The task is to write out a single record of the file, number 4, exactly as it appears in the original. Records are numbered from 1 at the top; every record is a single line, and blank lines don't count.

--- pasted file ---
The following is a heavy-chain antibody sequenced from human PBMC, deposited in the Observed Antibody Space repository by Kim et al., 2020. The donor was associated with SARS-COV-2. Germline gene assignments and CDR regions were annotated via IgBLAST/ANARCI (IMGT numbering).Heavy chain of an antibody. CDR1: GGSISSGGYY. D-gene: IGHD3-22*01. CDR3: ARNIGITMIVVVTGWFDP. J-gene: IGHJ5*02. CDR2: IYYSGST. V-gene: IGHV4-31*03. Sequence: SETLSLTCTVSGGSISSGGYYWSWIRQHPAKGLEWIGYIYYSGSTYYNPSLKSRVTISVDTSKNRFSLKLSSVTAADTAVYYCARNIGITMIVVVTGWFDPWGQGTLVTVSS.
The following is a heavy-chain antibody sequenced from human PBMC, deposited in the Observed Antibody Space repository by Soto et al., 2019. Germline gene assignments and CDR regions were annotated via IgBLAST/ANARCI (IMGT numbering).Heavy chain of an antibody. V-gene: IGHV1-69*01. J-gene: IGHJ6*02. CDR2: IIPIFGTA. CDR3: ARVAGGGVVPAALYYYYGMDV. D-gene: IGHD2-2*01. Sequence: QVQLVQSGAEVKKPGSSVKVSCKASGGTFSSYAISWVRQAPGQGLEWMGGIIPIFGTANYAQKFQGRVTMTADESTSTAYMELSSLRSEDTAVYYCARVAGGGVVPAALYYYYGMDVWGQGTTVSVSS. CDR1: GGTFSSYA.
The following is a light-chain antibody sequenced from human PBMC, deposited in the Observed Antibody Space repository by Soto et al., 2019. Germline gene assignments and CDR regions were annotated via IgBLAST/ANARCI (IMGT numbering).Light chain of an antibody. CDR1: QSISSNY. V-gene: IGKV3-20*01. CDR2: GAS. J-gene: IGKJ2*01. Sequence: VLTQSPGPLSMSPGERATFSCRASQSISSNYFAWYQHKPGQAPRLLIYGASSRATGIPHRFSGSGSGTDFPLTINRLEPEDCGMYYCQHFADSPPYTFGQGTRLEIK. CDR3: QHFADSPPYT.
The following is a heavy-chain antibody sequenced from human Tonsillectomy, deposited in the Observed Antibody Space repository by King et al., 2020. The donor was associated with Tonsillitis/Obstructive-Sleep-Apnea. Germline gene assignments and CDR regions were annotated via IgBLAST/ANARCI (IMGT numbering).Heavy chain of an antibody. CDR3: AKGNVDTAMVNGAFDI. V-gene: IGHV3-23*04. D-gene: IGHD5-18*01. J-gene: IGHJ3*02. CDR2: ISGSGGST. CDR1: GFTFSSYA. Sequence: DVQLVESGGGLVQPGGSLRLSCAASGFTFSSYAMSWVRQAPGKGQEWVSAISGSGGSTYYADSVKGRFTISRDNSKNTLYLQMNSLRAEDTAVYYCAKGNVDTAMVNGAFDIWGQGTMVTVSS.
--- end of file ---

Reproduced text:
The following is a heavy-chain antibody sequenced from human Tonsillectomy, deposited in the Observed Antibody Space repository by King et al., 2020. The donor was associated with Tonsillitis/Obstructive-Sleep-Apnea. Germline gene assignments and CDR regions were annotated via IgBLAST/ANARCI (IMGT numbering).Heavy chain of an antibody. CDR3: AKGNVDTAMVNGAFDI. V-gene: IGHV3-23*04. D-gene: IGHD5-18*01. J-gene: IGHJ3*02. CDR2: ISGSGGST. CDR1: GFTFSSYA. Sequence: DVQLVESGGGLVQPGGSLRLSCAASGFTFSSYAMSWVRQAPGKGQEWVSAISGSGGSTYYADSVKGRFTISRDNSKNTLYLQMNSLRAEDTAVYYCAKGNVDTAMVNGAFDIWGQGTMVTVSS.